High-tech geological studies have revealed a network of ancient river systems buried hundreds of metres beneath arid regions in Western Australia.

Hydrogeologists from the CSIRO used a giant magnet dangling beneath a helicopter to map the waterways more than 200 metres below the surface.

They found some of the deepest ancient riverbeds ever found in WA, formed in the bedrock around 2.5 million years ago.

The State Government project undertaken by CSIRO experts covered nearly 52,000 square kilometres of the Murchison region.

The Government says the discovery could be a big boost for nearby towns, mining firms and farmers.

Hydrogeologist Scott Macaulay said it was an incredible find.

“The annual rainfall of Meekatharra is around 260 millimetres a year,” he told the ABC.

“So any development in the area — be it a new town water supply, be it a pastoral development or a mining development — is dependent on these water resources for that development to take place.

“It is an area with large prospective gold resources [and] magnetite iron ore resources.

“Obviously the demand for those materials goes in cycles. At the moment demand may be low but it can switch up very rapidly and they may need to look for and access water very rapidly.”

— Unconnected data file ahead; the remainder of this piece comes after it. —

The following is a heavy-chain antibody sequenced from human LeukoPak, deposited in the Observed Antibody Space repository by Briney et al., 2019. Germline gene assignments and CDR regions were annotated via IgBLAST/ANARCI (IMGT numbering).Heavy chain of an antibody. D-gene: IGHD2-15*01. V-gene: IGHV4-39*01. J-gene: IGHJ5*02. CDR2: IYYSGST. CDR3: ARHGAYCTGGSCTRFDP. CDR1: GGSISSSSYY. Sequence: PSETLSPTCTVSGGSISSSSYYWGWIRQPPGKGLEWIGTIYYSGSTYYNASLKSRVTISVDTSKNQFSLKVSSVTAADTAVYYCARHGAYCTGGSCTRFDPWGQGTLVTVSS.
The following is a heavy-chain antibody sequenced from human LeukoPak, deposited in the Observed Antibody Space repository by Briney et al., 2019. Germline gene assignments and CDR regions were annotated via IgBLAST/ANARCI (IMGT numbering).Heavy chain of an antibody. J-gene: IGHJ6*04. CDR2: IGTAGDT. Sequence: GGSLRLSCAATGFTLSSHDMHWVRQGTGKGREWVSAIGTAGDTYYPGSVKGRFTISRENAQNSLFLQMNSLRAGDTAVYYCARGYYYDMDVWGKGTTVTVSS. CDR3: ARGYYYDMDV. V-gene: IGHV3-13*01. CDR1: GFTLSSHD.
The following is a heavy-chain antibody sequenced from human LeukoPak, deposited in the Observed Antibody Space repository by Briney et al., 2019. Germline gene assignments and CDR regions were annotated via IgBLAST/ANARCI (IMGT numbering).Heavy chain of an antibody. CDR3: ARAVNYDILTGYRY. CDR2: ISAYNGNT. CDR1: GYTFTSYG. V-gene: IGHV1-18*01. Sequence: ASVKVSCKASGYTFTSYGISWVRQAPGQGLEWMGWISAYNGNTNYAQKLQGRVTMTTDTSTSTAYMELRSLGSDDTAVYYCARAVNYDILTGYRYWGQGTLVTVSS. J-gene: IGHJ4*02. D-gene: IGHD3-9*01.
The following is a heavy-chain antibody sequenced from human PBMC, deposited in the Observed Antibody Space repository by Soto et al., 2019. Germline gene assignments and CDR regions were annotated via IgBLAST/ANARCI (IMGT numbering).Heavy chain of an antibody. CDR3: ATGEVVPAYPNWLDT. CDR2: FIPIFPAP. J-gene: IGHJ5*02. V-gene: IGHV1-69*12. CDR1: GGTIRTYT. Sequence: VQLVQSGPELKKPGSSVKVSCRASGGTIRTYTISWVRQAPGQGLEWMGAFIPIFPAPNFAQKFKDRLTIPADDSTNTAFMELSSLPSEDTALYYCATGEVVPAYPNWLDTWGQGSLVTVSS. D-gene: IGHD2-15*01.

Local farmer and former Pastoralists and Graziers Association president Rob Gillam said it was a good prospect, but warned that accessing the water would be a big challenge.

“Given that the state is working on the fact that they know they need to update tenure and get it into a manner that will entice large investment projects,” he told reporters.

“That would have to be done before you get anyone coming to the Murchison looking to use those deep water supplies in a large project.

“But even so, those people are more attracted to the north where water is easier to get.

“It's good to know it's there, because in the years to come — maybe 10 or 20 years' time when the tenure has been sorted out so that it's more attractive to venture capitalists — then to know that the water's there and should someone want to get up with a project, then you never know it may happen.

“But I don't see it happening in the short term.”

Director of the WA Conservation Council Director, Piers Verstegen, said the water must be managed sustainably.

“When we find new water resources, we need to make sure they're managed in a sustainable way,” he said.

“If we start using that groundwater faster than that natural replenishment, then we're effectively mining that groundwater and that becomes very unsustainable.”